Kilgoris MP Gideon Konchella on Sunday challenged the Jubilee administration to control the influx of cheap imported sugar into the country that has flooded the local market.
He said local farmers suffer the most as they have to sell their produce at cheaper prices so as to meet their demands.
Speaking after he officially opened a regional office of Trans Mara Sugar Company at Osinoni in his constituency, Mr Konchella said the jubilee administration should put incentives that will see local farmers benefit most.
“Sugar barons continue to exploit our farmers making them poorer and dependent on aid,” he said.
He faulted the government for allowing cheap imports saying it had the power to seal loopholes where counterfeit goods got their way into the country.
Mr Konchella, a former immigration minister, said the government had a task to man its external borders where some illegal goods get entry.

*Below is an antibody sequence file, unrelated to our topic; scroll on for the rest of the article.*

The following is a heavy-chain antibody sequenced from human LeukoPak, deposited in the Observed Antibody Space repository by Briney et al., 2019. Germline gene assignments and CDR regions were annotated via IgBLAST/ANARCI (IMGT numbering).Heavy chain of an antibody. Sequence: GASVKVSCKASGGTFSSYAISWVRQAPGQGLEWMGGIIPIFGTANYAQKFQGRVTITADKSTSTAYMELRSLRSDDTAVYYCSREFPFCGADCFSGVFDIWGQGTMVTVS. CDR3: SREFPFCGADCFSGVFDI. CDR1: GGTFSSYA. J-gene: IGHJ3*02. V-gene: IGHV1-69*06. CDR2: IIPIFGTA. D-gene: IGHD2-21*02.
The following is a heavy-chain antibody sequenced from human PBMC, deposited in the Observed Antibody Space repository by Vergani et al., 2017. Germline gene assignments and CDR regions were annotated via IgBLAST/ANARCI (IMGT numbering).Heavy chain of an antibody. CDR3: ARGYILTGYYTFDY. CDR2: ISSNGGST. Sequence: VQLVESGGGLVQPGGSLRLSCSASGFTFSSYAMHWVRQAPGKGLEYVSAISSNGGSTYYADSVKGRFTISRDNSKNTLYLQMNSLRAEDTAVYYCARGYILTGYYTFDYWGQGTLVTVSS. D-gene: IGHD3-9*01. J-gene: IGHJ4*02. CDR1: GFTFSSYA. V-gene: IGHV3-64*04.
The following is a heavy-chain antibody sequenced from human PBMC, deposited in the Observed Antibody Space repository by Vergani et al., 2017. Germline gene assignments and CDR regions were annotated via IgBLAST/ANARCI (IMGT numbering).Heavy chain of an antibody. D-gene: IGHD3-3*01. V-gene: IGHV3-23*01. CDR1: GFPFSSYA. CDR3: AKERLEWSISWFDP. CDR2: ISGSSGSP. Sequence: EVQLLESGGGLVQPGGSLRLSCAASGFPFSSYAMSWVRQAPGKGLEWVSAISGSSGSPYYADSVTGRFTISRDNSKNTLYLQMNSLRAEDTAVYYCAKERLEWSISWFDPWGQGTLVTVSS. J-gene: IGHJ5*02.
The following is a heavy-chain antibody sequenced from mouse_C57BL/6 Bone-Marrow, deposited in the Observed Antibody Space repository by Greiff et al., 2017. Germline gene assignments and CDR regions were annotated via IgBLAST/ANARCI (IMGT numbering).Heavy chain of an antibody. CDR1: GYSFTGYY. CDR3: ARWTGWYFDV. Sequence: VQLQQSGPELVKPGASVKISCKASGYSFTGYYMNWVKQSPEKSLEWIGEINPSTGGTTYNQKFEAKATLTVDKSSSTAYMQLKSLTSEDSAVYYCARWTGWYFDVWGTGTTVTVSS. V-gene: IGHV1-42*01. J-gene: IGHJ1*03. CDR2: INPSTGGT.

He said most illegal goods were smuggled through our borders or at the port of Mombasa.
He, however, applauded President Uhuru Kenyatta for his recent move to destroy contraband sugar in Mombasa.
“This is what should happen. The government should be very strict on illegal goods that pose a danger to our economy,” he said.
He however noted that local sugar industries had no capacity to meet the high demand of sugar in the country.
“This has necessitated the need to import sugar. But the government should only allow what is important to meet those demands,” he said.
Trans Mara Sugar Company Chief Executive officer Mr Stan Rau said they had opened up the new regional office to devolve their functions.
Mr Rau said they targeted to have five regional offices and Osinoni was one of them.
Other offices will be opened at Shankoe, Enoosaen, Olontare and Sikawa area.
He said the regional offices will help them interact with farmers more and address their concerns.
He said they had recently spent over Sh800m ($8 million) to expand the Trans Mara sugar factory.
He said they had increased grinding capacity from 2000 tonnes in a day to 8000 tonnes daily.
“An influx of cheap sugar in our markets would mean that local farmers would end up having no market for their produce,” he said.